... that the "Philadelphia" and "Essex," of Dale's squadron, had been left in the Mediterranean; and as the "Boston," twenty-eight, had been ordered to cruise in those waters after carrying United States Minister Livingstone to France, the power of the Western Republic was well supported before the coast-line ...
— The Naval History of the United States - Volume 1 (of 2) • Willis J. Abbot

... soldier had slipped his moorings on May 6, 1821, and on the 7th or 8th, after much ado with the Governor, a post-mortem examination was held by Dr. Francois Antommarchi in the presence of Drs. Short, Arnott, Burton, and Livingstone. Lowe was represented by the Chief of Staff. The examination disclosed an ulcerous growth and an unnaturally enlarged liver, which may be assumed as the ultimate cause of death, though Antommarchi's report assuredly points to the fatal nature of the ...
— The Tragedy of St. Helena • Walter Runciman

... has all the elements of a great missionary book. It is written by an author who is an eye-witness of practically all that he records, and one who by his explorations and travels has won for himself the title of the "Livingstone of South America." The scenes depicted by the writer and the glimpses into the social, political and religious conditions prevailing in the Republics in the great Southern continent are of thrilling interest to all lovers of mankind. We ...
— Through Five Republics on Horseback • G. Whitfield Ray

... Indians were the pioneer settlers. An Indian sailor named Kano directed the celebrated Vasco De Gama to India. He added amid applause that Stanley's expedition for the search and relief of Dr. Livingstone was also fitted out by Indians. Indian workmen had built the Uganda Railway at much peril to their lives. An Indian contractor had taken the contract. Indian artisans had supplied the skill. And now their countrymen were in danger of being debarred ...
— Freedom's Battle - Being a Comprehensive Collection of Writings and Speeches on the Present Situation • Mahatma Gandhi

... Hope was silent. Dr. Livingstone relates that when the lion had struck him with his paw, upon a certain occasion, he lay in a kind of paralysis, of which he would have been cured in a moment more by ...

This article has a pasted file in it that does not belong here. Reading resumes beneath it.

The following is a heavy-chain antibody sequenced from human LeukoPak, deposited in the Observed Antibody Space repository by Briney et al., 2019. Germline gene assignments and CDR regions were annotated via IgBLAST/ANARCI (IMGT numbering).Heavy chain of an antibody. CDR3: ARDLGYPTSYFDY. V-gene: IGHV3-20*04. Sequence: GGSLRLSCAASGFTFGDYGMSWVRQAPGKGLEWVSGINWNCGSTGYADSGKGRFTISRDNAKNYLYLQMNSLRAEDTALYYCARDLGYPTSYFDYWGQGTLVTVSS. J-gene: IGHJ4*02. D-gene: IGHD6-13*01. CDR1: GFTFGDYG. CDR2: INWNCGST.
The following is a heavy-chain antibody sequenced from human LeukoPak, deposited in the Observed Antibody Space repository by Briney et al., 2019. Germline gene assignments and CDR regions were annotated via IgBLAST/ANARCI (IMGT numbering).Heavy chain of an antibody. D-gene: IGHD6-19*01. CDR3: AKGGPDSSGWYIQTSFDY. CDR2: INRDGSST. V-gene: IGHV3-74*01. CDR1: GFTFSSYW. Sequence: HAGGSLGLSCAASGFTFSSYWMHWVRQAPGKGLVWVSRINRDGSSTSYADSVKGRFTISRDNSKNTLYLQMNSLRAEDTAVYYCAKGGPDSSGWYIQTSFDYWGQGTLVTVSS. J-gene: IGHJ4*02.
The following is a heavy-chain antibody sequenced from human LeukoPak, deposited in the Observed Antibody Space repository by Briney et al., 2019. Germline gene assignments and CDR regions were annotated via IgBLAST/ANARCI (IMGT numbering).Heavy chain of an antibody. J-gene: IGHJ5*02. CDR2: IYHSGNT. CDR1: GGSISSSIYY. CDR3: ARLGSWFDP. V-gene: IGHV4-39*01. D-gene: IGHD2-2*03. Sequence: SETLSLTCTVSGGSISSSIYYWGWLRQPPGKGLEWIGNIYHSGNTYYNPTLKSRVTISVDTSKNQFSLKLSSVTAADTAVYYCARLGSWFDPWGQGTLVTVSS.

— Trumps • George William Curtis

... General Gordon Duke of Albany Duchess of Albany Sydney Heads Robert Southey William Wordsworth Alfred Tennyson Robert Browning Charles Dickens W. M. Thackeray Charlotte Bronte Lord Macaulay Thomas Carlyle William Whewell, D.D. Sir David Brewster Sir James Y. Simpson Michael Faraday David Livingstone Sir John Franklin John Ruskin Dean Stanley "I was sick, and ye visited me" Duke of Connaught The Imperial Institute Duke of Clarence Duke of York Duchess of York Princess Henry of Battenberg Prince Henry of Battenberg The Czarina of Russia H. M. Stanley Dr. ...
— Great Britain and Her Queen • Anne E. Keeling

... ready, and in the end it was decided that all of the boys should prosecute the hunt, leaving Mrs. Stanhope, Mrs. Laning, and Grace with the wife of the proprietor of the stock farm. The proprietor himself, a Kentuckian named Paul Livingstone, said he would go ...
— The Rover Boys on the River - The Search for the Missing Houseboat • Arthur Winfield

... country. A new creek and glen. Heat and cold. A pellucid pond. Zoe's Glen. Christy Bagot's Creek. Stewed ducks. A lake. Hector's Springs and Pass. Lake Wilson. Stevenson's Creek. Milk thistles. Beautiful amphitheatre. A carpet of verdure. Green swamp. Smell of camels. How I found Livingstone. Gabriel Daniel Fahrenheit. Cotton and salt bush flats. The Champ de Mars. Sheets of water. Peculiar tree. Pleasing scene. Harriet's Springs. Water in grass. Ants and burrs. Mount Aloysius. Across ...
— Australia Twice Traversed, The Romance of Exploration • Ernest Giles

... month died Mr. John Livingstone, the master carpenter at Parramatta. This person came out from England in the Sirius with Governor Phillip, and had rendered much essential service to the colony in the line of his profession. He had long been of a ...
— An Account of the English Colony in New South Wales, Vol. 2 • David Collins

... Livingstone saw a great lion. He was sitting on a rock not far away. He fired at him, but did not hit him. He stopped to ...
— Our Young Folks at Home and Abroad • Various